Proliferative retinopathy presents with the formation of new blood vessels. Due to hypoxia, which is the consequence of hyperglycemia, growth factors are increasingly formed and new blood vessels appear (neovascularization). In this case, VEGF (vascular endothelial growth factor) plays a decisive role, which is detectable in blood and can be inhibited by drugs.
The new blood vessels can grow even in the vitreous humor. However, it is quite dangerous as they are very unstable and may cause bleeding in the eye. If the newly formed blood vessels do not lead to any vision problems, or only slight impairment is noticed, then we deal with non-proliferative retinopathy. If increased bleeding into the vitreous humor and the new blood vessels do cause problems, it is called proliferative retinopathy. The consequences range from blurred vision to retinal detachment, glaucoma, and blindness.
Diabetic macular edema is defined as retinal thickening within the center of the macula, due to the plasma leakages. It can occur at any stage of diabetic retinopathy.
Note: Diabetes is the leading cause of acquired blindness in developed countries.
Treatment of diabetic retinopathy
Diabetic retinopathy is primarily treated with laser therapy. It should be performed as soon as neovascularization or vitreous hemorrhage has occurred. The intravitreal corticosteroids (dexamethasone, triamcinolone, and fluocinolone) positively affect diabetic macular edema.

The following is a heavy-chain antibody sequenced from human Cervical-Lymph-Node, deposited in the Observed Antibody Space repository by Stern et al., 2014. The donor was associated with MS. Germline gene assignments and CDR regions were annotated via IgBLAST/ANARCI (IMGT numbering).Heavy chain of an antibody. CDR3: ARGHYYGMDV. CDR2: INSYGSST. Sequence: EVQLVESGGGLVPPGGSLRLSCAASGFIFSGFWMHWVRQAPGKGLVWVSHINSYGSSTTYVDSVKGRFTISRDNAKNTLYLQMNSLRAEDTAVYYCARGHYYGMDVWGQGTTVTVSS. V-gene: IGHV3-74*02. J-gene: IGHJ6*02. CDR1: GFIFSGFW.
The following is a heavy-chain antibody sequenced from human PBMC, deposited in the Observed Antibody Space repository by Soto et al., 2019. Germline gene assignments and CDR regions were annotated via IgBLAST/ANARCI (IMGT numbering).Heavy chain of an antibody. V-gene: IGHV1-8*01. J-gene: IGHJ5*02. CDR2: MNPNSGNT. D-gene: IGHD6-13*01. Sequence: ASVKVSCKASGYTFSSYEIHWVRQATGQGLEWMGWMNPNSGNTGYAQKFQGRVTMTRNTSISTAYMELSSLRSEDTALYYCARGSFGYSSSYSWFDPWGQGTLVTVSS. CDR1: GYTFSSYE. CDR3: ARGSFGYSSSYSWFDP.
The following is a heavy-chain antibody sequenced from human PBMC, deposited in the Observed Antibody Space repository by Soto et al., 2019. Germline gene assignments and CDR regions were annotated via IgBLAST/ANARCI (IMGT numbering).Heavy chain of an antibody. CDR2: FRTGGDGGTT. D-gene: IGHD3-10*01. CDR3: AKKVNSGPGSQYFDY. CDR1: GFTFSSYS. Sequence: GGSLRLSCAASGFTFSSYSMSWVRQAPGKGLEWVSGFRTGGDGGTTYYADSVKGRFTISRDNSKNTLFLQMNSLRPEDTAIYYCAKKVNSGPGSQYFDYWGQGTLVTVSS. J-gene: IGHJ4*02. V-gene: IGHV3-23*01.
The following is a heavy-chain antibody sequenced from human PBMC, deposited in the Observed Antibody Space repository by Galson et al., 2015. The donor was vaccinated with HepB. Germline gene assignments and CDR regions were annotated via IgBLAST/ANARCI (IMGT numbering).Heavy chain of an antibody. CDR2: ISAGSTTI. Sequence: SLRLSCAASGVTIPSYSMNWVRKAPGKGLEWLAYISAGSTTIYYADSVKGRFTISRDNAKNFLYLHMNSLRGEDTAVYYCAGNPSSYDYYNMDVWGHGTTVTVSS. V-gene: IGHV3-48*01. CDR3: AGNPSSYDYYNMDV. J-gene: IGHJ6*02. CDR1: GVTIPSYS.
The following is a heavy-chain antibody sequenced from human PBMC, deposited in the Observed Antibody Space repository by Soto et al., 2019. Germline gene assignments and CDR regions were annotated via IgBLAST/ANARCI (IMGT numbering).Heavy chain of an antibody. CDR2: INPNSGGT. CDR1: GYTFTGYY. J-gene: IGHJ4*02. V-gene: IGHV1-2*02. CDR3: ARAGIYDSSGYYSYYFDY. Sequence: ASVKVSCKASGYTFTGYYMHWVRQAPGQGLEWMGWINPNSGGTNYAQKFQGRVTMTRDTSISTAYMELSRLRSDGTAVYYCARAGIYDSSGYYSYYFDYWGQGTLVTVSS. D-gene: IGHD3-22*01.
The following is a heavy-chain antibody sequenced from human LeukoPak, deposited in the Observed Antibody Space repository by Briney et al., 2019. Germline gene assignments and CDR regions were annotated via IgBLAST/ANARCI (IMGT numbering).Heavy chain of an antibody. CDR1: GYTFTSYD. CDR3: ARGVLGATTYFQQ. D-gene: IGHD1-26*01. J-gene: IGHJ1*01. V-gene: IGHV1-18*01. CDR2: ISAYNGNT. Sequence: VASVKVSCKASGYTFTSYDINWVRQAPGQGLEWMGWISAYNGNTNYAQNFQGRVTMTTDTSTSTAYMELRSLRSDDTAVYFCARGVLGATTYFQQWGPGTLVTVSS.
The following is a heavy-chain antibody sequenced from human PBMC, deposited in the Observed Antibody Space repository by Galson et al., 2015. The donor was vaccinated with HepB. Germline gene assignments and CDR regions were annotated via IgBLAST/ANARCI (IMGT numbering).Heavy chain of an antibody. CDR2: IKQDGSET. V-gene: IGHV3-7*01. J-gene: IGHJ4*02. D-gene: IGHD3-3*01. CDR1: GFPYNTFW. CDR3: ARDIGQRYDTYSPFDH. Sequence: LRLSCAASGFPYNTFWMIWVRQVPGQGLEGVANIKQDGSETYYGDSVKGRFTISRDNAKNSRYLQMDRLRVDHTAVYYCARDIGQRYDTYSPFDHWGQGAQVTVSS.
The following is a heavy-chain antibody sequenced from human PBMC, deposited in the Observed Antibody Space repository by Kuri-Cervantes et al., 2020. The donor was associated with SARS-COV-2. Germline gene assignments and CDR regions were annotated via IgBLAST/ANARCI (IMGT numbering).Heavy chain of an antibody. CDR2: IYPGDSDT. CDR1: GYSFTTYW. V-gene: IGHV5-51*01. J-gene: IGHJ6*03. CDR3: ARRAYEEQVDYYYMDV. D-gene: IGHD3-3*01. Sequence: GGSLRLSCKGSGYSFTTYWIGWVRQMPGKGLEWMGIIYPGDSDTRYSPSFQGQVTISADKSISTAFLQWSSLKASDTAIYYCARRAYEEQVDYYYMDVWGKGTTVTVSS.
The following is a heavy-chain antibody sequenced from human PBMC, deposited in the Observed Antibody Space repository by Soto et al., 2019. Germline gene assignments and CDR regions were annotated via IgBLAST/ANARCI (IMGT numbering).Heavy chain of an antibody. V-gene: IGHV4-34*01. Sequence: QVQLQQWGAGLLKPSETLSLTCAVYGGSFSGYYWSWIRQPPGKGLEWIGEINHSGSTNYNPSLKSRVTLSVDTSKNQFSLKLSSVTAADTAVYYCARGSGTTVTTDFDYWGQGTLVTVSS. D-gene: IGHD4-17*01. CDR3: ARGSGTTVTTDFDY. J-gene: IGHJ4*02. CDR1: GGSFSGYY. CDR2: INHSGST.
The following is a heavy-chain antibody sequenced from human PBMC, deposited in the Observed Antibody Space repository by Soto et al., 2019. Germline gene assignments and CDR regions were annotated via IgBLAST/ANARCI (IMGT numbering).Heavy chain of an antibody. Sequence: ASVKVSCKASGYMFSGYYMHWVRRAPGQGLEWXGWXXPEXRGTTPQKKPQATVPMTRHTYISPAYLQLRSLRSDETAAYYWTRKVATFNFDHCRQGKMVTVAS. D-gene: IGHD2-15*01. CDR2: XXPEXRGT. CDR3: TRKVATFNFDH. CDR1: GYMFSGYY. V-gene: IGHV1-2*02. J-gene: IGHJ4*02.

Angiogenesis inhibitors such as Pegaptanib and Bevacizumab directly block vessel growth-promoting substances (VEGF) in the eye that lead to swelling of the central retina. In many cases, they are repeatedly injected in the eye every few weeks.
Diabetic nephropathy is divided into five progressive stages which asymptomatically run at the beginning, being partially reversible. However, they eventually lead to irreversible damage. Depending on the stage, we may observe different symptoms; therefore, corresponding therapeutic measures are necessary to be taken. In the first place, however, euglycemia and normotension are the primary treatment goals in all the stages.
Stage 1 is ‘high glomerular filtration stage’. This stage is reversible, asymptomatic and characterized by increased GFR. The hyperglycemia leads to enlarged kidneys and increased filtration capacity.
Stage 2 is ‘normal albuminuria stage’. This stage is reversible, asymptomatic and characterized by normal albumin excretion in urine (< 30mg/24h). It usually begins after several years of diabetes. The basement membrane of the glomeruli is considerably thickened, the mesangial matrix is increased, and consequently, the filtration performance is already restricted.
Stage 3 is ‘early stage diabetic nephropathy’. It is characterized by microalbuminuria (30 – 300mg/24h) and hypertension. The diffuse glomerular changes can be seen and glomeruli become more permeable to proteins. These symptoms usually occur only after 5 to 15 years of diabetes. They are a sign of the beginning of renal failure. The treatment of this stage with angiotensin-converting enzyme inhibitors (ACEIs) is recommended to protect the kidneys, lower the protein excretion and normalize blood pressure.